The performance of rookies Aaron Hill, Pang Junxu and Peter Devlin at the BetVictor European Masters was an indication that a new generation of exciting young players is on the rise.
Currently, Yan Bingtao is the only player among the top 23 in the world rankings aged under the age of 28, while the majority of tournaments are won by players in their 30s and 40s.
Every sport needs new talent to rise to stardom, in the way Judd Trump has done over the past decade. And with a multitude of promising potters emerging in the amateur and professional ranks, there are signs that the tide could be turning in their favour in the coming years.
Irishman Hill deservedly took the headlines in Milton Keynes with his superb 5-4 win over World Champion Ronnie O’Sullivan, and the 18-year-old also knocked out Andy Hicks and Matthew Stevens.
Phil Yates, who has been covering snooker as a journalist and commentator for over 30 years, sees plenty of potential in the young Cork cueman. “Hill looks a very good prospect and I can see him going deep in more tournaments this season,” said Yates. “He scores heavily, he has tactical nous and he looks like the occasion doesn’t faze him.
“Peter Devlin was also impressive in the way he finished his 5-4 win over Mark Williams with a century, but in fact in terms of break-building, the most notable performance from a rookie came from Pang Junxu as he made three centuries and ten more breaks over 50 in his four matches, which included a win over Barry Hawkins.
“All three of those players competed in the Championship League the week before and I think that really helped them in terms of getting used to the venue and the conditions.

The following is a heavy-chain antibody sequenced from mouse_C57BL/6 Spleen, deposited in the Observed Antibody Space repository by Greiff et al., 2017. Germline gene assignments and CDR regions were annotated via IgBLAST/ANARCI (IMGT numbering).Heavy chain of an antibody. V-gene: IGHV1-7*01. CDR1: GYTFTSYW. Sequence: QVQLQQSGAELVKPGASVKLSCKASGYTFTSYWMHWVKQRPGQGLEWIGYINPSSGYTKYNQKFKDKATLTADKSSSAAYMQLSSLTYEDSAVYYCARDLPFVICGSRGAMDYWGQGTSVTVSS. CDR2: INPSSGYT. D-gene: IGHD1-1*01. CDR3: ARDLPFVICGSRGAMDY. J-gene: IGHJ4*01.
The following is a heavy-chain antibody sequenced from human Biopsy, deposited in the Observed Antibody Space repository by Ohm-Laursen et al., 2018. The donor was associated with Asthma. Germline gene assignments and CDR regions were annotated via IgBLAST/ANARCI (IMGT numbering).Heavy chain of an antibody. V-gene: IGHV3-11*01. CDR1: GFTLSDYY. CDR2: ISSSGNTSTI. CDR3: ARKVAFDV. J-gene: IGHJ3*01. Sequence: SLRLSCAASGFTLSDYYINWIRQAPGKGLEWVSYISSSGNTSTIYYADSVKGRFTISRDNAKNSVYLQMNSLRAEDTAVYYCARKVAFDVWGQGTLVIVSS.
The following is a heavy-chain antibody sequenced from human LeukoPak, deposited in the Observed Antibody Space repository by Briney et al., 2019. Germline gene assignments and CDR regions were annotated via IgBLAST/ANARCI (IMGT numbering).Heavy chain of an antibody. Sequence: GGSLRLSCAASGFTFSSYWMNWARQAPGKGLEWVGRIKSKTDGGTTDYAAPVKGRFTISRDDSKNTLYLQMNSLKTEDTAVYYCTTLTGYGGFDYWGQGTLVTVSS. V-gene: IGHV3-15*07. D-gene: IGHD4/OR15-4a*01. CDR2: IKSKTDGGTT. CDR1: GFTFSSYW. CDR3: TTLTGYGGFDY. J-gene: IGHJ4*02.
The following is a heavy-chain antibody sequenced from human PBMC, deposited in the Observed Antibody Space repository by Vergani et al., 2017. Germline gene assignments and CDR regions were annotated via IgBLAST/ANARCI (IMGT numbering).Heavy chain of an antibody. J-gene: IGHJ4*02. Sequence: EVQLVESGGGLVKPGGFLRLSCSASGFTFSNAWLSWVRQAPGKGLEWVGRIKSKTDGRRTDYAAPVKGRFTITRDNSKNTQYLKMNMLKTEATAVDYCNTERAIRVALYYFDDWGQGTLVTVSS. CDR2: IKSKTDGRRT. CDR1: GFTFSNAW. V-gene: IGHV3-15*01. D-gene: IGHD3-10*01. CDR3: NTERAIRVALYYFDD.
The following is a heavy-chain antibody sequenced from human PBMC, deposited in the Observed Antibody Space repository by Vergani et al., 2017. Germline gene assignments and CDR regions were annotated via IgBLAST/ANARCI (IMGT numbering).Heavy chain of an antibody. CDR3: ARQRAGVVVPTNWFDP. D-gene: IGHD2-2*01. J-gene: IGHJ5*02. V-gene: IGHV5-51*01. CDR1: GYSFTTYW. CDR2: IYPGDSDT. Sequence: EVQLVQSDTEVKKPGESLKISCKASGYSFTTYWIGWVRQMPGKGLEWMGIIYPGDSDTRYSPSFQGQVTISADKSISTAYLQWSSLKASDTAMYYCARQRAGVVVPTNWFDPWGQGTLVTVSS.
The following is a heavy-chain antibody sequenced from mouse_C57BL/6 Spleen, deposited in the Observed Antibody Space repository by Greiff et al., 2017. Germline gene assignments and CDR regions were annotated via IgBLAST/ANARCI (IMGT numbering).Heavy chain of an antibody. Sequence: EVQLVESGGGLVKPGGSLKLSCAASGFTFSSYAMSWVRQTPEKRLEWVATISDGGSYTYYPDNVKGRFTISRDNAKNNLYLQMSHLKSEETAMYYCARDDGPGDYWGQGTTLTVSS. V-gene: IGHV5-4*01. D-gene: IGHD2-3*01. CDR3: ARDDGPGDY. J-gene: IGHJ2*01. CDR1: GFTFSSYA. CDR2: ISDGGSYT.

“We seem to have a high number of very good young players now and by the law of averages, at least one or two should go on to reach the very top.”
Since 2010, snooker has grown massively at professional level, in terms of the number of tournaments and prize money as well as the global audience; some 500 million fans now follow the sport on television. Top stars like Trump, O’Sullivan and Ding Junhui inspire juniors to try to emulate their heroes.
Meanwhile, structures put in place by worldwide governing body the WPBSA can help budding youngsters find clubs, coaches and competitive environments. Snooker could not be more inclusive, as players of any age, ability or gender can compete against each other on an equal footing.
The sport’s popularity in continental Europe has developed rapidly in recent years and now that is reflected in emerging talent, such as Belgium’s Ben Mertens, Ukraine’s Iulian Boiko, Frenchman Brian Ochoiski, Poland’s Antoni Kowalski and Austria’s Florian Nuessle.
“If you had a wish list of three hopes for snooker in terms of up-and-coming players, they would be a top level female player, one from continental Europe, and one from China to follow Ding as a national hero,” said Yates. “And we may well see all of those in the coming years. There is so much money at the top of snooker now that there is a huge incentive for juniors, wherever they live.”
The UK, snooker’s traditional powerhouse, is hardly short on young blood, with the likes of Jackson Page, Louis Heathcote, Joe O’Connor and Elliot Slessor gradually making their way up the rankings, while rookies Sean Maddocks and Jamie Wilson are highly rated.
Yates added: “Sometimes by the time a player gets to 14 or 15 you know he’s going to be a world beater – that was the case with Ronnie O’Sullivan, John Higgins and Judd Trump. Other times, they improve dramatically in their 20s once they get on to the pro tour. Fergal O’Brien, Barry Hawkins and Kyren Wilson are all good examples of that. Even Steve Davis wasn’t that highly rated as an amateur, except inside his own circle. Sometimes, conversely, you see players who look fantastic in their teenage years never make it in the pro game.”
Snooker has a habit of producing fascinating stories, and the dividing line between a successful and failed career can be wafer thin. Each of these players at the crest of the new wave will have their own tale to tell in the years to come.
This post appeared first on World Snooker.